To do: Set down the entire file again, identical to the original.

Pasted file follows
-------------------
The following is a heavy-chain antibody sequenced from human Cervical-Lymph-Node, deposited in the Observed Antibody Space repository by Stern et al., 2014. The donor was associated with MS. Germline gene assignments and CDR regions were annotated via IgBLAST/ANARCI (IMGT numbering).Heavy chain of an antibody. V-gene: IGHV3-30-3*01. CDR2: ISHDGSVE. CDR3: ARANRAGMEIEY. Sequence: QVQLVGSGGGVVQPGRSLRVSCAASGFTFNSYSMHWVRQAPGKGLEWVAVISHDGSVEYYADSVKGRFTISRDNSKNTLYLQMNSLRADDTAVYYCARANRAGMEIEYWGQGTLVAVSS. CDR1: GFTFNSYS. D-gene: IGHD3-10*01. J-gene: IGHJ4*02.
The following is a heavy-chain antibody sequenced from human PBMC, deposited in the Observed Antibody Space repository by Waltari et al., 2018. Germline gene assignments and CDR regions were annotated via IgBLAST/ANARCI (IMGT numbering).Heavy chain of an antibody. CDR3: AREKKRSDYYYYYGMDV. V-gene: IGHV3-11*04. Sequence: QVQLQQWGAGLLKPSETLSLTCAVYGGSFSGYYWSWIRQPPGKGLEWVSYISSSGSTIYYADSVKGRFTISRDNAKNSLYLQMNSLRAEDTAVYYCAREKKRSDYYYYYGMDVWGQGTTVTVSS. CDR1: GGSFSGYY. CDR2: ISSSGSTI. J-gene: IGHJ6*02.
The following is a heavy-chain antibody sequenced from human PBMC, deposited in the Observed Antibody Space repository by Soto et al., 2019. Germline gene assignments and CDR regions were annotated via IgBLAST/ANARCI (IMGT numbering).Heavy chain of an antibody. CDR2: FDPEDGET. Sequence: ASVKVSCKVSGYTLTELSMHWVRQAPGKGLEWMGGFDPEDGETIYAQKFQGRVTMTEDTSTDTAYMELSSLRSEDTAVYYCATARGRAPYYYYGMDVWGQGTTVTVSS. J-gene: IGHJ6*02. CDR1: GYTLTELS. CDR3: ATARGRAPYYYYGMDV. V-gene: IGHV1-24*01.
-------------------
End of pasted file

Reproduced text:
The following is a heavy-chain antibody sequenced from human Cervical-Lymph-Node, deposited in the Observed Antibody Space repository by Stern et al., 2014. The donor was associated with MS. Germline gene assignments and CDR regions were annotated via IgBLAST/ANARCI (IMGT numbering).Heavy chain of an antibody. V-gene: IGHV3-30-3*01. CDR2: ISHDGSVE. CDR3: ARANRAGMEIEY. Sequence: QVQLVGSGGGVVQPGRSLRVSCAASGFTFNSYSMHWVRQAPGKGLEWVAVISHDGSVEYYADSVKGRFTISRDNSKNTLYLQMNSLRADDTAVYYCARANRAGMEIEYWGQGTLVAVSS. CDR1: GFTFNSYS. D-gene: IGHD3-10*01. J-gene: IGHJ4*02.
The following is a heavy-chain antibody sequenced from human PBMC, deposited in the Observed Antibody Space repository by Waltari et al., 2018. Germline gene assignments and CDR regions were annotated via IgBLAST/ANARCI (IMGT numbering).Heavy chain of an antibody. CDR3: AREKKRSDYYYYYGMDV. V-gene: IGHV3-11*04. Sequence: QVQLQQWGAGLLKPSETLSLTCAVYGGSFSGYYWSWIRQPPGKGLEWVSYISSSGSTIYYADSVKGRFTISRDNAKNSLYLQMNSLRAEDTAVYYCAREKKRSDYYYYYGMDVWGQGTTVTVSS. CDR1: GGSFSGYY. CDR2: ISSSGSTI. J-gene: IGHJ6*02.
The following is a heavy-chain antibody sequenced from human PBMC, deposited in the Observed Antibody Space repository by Soto et al., 2019. Germline gene assignments and CDR regions were annotated via IgBLAST/ANARCI (IMGT numbering).Heavy chain of an antibody. CDR2: FDPEDGET. Sequence: ASVKVSCKVSGYTLTELSMHWVRQAPGKGLEWMGGFDPEDGETIYAQKFQGRVTMTEDTSTDTAYMELSSLRSEDTAVYYCATARGRAPYYYYGMDVWGQGTTVTVSS. J-gene: IGHJ6*02. CDR1: GYTLTELS. CDR3: ATARGRAPYYYYGMDV. V-gene: IGHV1-24*01.